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The history of the Alpha Kappa Alpha (AKA) Sorority

Sorority or Greek life is very popular among new students and can often be a big part of college life. It is a group of people who share a common interest and often have a lot of fun. The emphasis is usually on building leadership, charity, community service, and building strong ties among like-minded students.

In a sorority, there is a lot of social interaction and an opportunity to learn from individuals around. So, it opts as an additional and more preferred way to meet new people and learn about the world.

So, let us introduce you to one of the Sororities that is very popular among students at college.

AKA History

Alpha Kappa Alpha Sorority, Incorporated is the first Greek alphabet sorority formed and founded by African American college women. The Fraternity was established on January 15, 1908, on the Howard University campus in Washington, D.C.

Ethel Hedgeman Lyle and 15 other students broke barriers, forming a fraternity at a time when blacks or women had little power or authority. It was also the first Sorority in the United States to admit women as members.

The purpose of Alpha Kappa Alpha Sorority, Incorporated is to foster and promote high academic and ethical standards. It also promotes solidarity and friendship among female college students. Along with it, it helps in research and alleviates problems affecting girls and women.

The modest group of women who founded the Sorority was aware of their privileged status as college-educated women of color i.e. only one generation away from slavery. They were determined to make their college experiences as meaningful and fruitful as possible.

The Sorority's motto is 'Service to Others' and its purpose is to promote and foster high academic and ethical standards. Moreover, it also ensured to the promotion of solidarity and friendship among female college students; and maintaining an interest in the advancement of college life and serving all humanity.

Growth and Development

Alpha Kappa Alpha continued to grow nationally. A second chapter at the University of Chicago was chartered in the fall of 1913. The sorority became the first Black Greek letter organization at Howard University to offer a scholarship program and funding for education and international study.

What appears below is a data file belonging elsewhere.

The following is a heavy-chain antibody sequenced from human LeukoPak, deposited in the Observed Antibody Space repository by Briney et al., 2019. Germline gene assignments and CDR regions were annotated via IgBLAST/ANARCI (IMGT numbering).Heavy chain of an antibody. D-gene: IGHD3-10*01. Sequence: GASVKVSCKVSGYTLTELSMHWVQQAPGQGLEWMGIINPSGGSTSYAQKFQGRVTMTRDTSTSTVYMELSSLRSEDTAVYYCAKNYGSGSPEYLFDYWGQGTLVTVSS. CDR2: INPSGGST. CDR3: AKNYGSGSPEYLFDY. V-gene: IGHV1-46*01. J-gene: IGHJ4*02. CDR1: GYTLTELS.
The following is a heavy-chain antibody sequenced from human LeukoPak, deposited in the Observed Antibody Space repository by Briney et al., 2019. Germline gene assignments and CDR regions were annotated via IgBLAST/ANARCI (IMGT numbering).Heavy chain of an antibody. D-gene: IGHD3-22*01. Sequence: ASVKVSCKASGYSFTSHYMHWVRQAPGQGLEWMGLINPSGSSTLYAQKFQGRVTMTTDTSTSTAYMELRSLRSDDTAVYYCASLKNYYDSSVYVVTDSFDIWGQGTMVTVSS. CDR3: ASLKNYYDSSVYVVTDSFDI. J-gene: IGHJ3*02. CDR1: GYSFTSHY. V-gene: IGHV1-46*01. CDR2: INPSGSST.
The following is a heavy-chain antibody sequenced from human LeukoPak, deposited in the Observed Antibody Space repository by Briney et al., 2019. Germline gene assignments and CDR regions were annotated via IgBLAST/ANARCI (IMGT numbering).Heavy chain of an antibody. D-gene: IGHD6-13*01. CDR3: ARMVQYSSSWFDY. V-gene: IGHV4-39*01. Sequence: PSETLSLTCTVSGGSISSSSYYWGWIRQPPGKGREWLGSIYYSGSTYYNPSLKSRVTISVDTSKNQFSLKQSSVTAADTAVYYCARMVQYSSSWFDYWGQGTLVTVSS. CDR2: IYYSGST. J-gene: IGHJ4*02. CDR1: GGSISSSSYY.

During its Golden (50th) Anniversary, Alpha Kappa Alpha took a huge stride "ahead to a new age of service" by donating $15,000 over time for sickle cell anemia research projects. The study, which was titled "The Effect of Sickle Cell Anemia on Children's Growth, Development, and Nutritional Status," was carried out at Howard University College of Medicine and was published as "The Sickle Cell Story."

A year later, Alpha Kappa Alpha handed the initial $38,000 investment from its program endowment to fund Special Marks, Inc., the Wall Street area's first and only Negro enterprise. This demonstrated AKA's continued support for Black-owned companies.

Which in 2006, Alpha Kappa Alpha established the "Hall of Excellence in Service" to honor outstanding members who have devoted their time and talents to improving the lives of others. Alpha Kappa Alpha also sponsors the "Lincoln Leadership Institute" to provide African American alumni with the opportunity to pursue a career in politics or government.

Showcase of AKA category

Today, Alpha Kappa Alpha Sorority, Inc. published a unique double cover of their Ivy Leaf magazine today, featuring four renowned faces! The digital double cover includes honorary members Yolanda Adams, Ruth E. Carter, Suzanne de Passe, and Lynn Whitfield all dressed in green to commemorate the sorority's 2022 "Boule" national convention in Orlando.

Their story is aptly named “Alpha Kappa Alpha ICONS — Film Music & Television: The Honorary Members Edition.

It has raised $2.6 million for HBCUs in one day with its Endowment Fund at every HBCU in this country. This implies that AKA has allocated funding for students of this generation and the next to provide access to higher education in perpetuity.

Conclusion

The effects that Alpha Kappa Alpha has had on society are immeasurable. The fraternity has helped construct countless schools and houses, provided scholarships and financial assistance to members in need, and promoted leadership and social responsibility.

Alpha Kappa Alpha has helped form uncountable friendships that have lasted a lifetime. As the saying goes, "There is no friend like an Alpha Kappa Alpha brother.", it has proved it's worth and will continue to foster as time goes on.


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